assistance in the affair of the 3d."--Lieut. Colonel Camp| Ferry, in the upper part of the district of Charleston, in al bell having returned to England in 1810, proceeded to the Lages, which we are confident will interest our south-westwardly course nearly parallel with the sea, to- | Peninsula, then the seat of war, having previously re
wards the Three Runs on Savannah River, and are pro- I signed his situation as Deputy-Adjutant-General in the
Colonel as being fifteen miles below Silver Bluft, on the Georgia of the 16th Portuguese İpfantry, and was engaged in the poof of the Universality of certain Fossil Organic
side.-(Drayton, Ramsay.) Remains.
Various strata of marine 1 military operations of that period, particularly at the
shells have been found in digging wells, &c. in the district | sieges of Ciudad Rodrigo, Badajos, Burgos, and at the The rocks of Judea are, in many places, covered with a lot Charleston. In some places, strata of shells, so ag. I battle of Salamanca. On these occasions the Duke of
chelky substance, in which is enclosed a great variety | glutinated with marl and sand as to appear like stone, | Wellington made honourable mention of bis name, in his hell and corals. The greatest part of Mount Carmel, I have been discovered at a depth of fifteen feet below the despatches of the 20th January and 21st September, 1812: those of Jerusalem and Bethlehem, are overspread with surface of the earth. In Mr. Longstreet's experiment, on the retreat of the British army, in 1813, Colonel hite chalky stratum. In Mount Carmel are gathered that of boring for water, on a lot in Archdale-street, marine | Campbell. in consequence of severe illness, returned to
y stones, which, being in the form of olives, melons, shells were discovered at a depth of 17 feet below the sur: | England. In February, 1813, he joined Earl Catheart, sches and other fruit, are imposed upon pilgrims, not face ; and again, another stratum at a depth of 49 feet ! lat the head-quarters of the Emperor of Russia, in Poland. as those fruits petrified, but as antidotes against several
-Ramsay.) On boring for water on the square partly I Here he was employed, along with Sir Robert Wilson and cases. Maundrel.)
occupied by the Poor. House, the commissioners discovered Colonel Howe. 'in reporting on the force and military | The mountains and quarries of Europe afford numerous la stratum of marine shells between 18 and 20 feet below operations of the different corps of the Russian army. cimens of primitive petrifactions of the first class.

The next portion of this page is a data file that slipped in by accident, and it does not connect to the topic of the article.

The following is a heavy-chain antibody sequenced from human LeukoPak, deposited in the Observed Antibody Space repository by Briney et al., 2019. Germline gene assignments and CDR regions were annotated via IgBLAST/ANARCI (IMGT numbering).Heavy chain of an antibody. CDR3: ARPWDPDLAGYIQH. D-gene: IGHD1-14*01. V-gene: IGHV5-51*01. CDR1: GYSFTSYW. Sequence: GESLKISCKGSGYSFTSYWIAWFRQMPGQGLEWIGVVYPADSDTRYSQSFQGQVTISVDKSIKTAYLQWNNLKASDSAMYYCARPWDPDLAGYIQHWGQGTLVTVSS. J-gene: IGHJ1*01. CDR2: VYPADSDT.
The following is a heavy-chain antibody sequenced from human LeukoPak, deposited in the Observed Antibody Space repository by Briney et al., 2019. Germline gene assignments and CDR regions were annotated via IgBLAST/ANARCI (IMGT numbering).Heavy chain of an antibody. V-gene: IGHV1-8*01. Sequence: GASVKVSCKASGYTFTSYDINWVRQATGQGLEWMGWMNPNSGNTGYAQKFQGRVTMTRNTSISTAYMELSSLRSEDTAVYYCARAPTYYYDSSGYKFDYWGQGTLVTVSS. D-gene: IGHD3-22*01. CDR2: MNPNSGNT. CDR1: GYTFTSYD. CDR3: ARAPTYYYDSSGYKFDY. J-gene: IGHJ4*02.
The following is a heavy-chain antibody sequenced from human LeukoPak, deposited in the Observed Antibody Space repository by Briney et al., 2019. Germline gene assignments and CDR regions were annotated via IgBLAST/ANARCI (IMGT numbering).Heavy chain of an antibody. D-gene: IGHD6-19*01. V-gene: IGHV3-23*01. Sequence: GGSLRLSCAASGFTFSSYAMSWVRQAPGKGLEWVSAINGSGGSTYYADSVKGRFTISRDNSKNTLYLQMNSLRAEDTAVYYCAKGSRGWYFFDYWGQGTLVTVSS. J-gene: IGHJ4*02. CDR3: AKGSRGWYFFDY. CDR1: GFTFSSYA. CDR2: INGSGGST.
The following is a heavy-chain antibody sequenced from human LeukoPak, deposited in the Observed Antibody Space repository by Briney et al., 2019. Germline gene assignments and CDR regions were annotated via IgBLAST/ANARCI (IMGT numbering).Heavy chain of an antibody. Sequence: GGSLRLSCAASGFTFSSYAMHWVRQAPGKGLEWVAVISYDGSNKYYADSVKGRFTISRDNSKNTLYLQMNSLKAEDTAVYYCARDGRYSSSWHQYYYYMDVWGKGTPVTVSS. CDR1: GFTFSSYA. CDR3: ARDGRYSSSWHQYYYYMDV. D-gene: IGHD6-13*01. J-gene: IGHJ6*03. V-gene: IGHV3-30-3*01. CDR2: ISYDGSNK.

the surface; again, another stratum 35 feet; a third stra. | His eminent services while in this station are known to pitzerland is remarkable for the petrifactions contained
tum 43 to 46 feet below the surface; and lastly, at the all Europe. On the 24th March, 1814, he was severely her mountains, and repositories ; petrified fish, of amazing depth of 314 feet 3 inches to 317 feet 2 inches, a wounded at Fere Champenoise, as appears from ons kinds, are found imbedded in them. Mount Pe- 1 stratum of 'shells, mart, saod, and clay, and some thick
the Lueerne, supports an entire rock of petrified shells I solid marine shells broken.-( Moser.)
following despatch from Lord Burgbersh, dated March sanic origin. There are rocks of this kind in all the
26th, 1814:-" It is with the greatest regret that I have The state of Georgia is said to be very rich in rare fossil mountains on continents, in the Pyrenean mountains, | sea shells. ** On the south bank of Savannah River, near | yesterday most severely wounded by a Cossack. Colonel
to announce to your Lordship that Colonel Campbell was those of China and Peru. We find the same dis
18. | the place called White Bluft, about a hundred miles on a Camnhell on in all countries where there are high mountains, straight line from the sea shore, the shell banks make their which has ever marked his military career, had charged
on a Compbell, continuing that gallant distinguished course o bey are more remarkable in some parts than to first appearance, and run a course south-west. These shells I with the first cavalry which penetrated the French masses. 73. We almost everywhere find upon the declivities
occur in different parts of the ridge of the land in which zountains, sea shells, madrepores, apd corals petrified,
"The Cossacks, who canie to support this cavalry, mistook
The they are imbedded, to a distance of forty miles. Accord. him for a French officer, and struck him to the ground.” still adhering to the rocks. The mountains of Pisa in )
ing to General Merriweather, not only the oyster shell is 2ny, are covered with oyster shells to an extent of two
18-In June, 1814, he was gazetted Colonel of the British
in found, but clam shells, and a scalloped shell pearly similar ree miles. Fueille describes the mountains of Peru |
army, and subsequently received five different orders from to the clam. The General thinks that he has seen some of esenting the same phenomenon, which has been also I them large enough to contain the foot of a common man.